“It’s important to note that a vacancy does not equal a classroom with no teacher,” Tomberlin said. “More than half of these positions are filled by fully licensed educators who, based on the legislative definition, we must count as a vacancy. Because of the change in statute to define vacancies, directly comparing vacancy rates to prior years is no longer valid.”


Contextualizing Attrition

North Carolina’s teacher attrition rate remains below the national average, which is estimated to be about 12% for the 2022-23 school year. As Tomberlin shared during his presentation, North Carolina’s trend in attrition and vacancies are consistently lower than what other industries nationwide have experienced.


Educators leave the profession at a significantly lower rate than other North Carolina state employees, who have similar benefits and whose salaries are also set by the North Carolina General Assembly. Their turnover rate is 16.8%, according to a March 2023 report from the Office of State Human Resources.


Schools are also hiring more teachers than they lose. In fall 2023, 11,023 educators were hired after 10,373 attrited in the previous school year. The replenishment rate has averaged 122.8% over the past six school years.


“It’s encouraging to see that so many people are interested in and excited about working in North Carolina public schools,” Tomberlin said. “Year after year, school and district leaders do an excellent job of recruiting teachers to make sure all student needs are met.”


A Shifting Teacher Pipeline 

The number of new teachers entering classrooms under alternative licensure routes has increased by 23.3% since the 2017-18 school year and now makes up nearly half of all new educators in the state.


In his presentation to the state board, Tomberlin said this pipeline to becoming a highly qualified educator is “leaky.” Of the 2,547 teachers issued a permit to teach in the 2018-19 school year, approximately 55% converted to a residency license by 2020-21.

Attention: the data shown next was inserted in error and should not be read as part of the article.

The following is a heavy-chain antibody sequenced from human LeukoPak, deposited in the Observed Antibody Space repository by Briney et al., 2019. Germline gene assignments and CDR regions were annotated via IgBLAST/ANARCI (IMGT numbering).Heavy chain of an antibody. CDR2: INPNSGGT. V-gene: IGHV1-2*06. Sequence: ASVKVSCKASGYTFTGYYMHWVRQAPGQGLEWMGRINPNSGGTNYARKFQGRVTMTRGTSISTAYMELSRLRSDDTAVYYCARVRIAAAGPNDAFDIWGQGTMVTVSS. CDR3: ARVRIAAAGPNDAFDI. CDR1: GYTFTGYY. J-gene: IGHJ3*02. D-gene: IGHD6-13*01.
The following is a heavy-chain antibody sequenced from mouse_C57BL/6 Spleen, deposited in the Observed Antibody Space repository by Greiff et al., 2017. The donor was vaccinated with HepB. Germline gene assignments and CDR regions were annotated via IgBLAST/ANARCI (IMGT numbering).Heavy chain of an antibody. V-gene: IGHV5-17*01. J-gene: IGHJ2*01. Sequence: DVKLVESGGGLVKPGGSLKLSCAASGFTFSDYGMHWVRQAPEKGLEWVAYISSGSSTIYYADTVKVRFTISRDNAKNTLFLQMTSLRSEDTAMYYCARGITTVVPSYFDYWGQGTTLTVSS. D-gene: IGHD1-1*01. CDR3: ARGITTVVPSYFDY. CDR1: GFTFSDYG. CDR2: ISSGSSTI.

For emergency licenses, of 1,427 issued in 2018-19, only 34% converted to a residency license by 2020-21.


Tomberlin said the answer to fixing this leak may lie in enhancing beginning teacher support efforts.


Local Education Agencies (LEAs) reported 13,169 beginning teachers for the 2021-22 school year. But an NCDPI analysis of state payroll and licensure records found 15,621 individuals with fewer than three years' experience.


In the Teacher Working Conditions Survey for that year, 14,387 educators self-identified as beginning teachers. Of those, 6% reported they had not been assigned a mentor and 17.8% said they were not provided additional support for being a beginning teacher.


"This data suggests not all teachers who are in their first three years of the profession are receiving the benefit of beginning teacher support programs,” Tomberlin said. “Our beginning teachers need targeted support, including evidenced-based professional development, individualized coaching and meaningful opportunities to engage with their most effective colleagues.”


View the full State of the Teaching Profession Report here. A dashboard that includes data for each LEA is available here.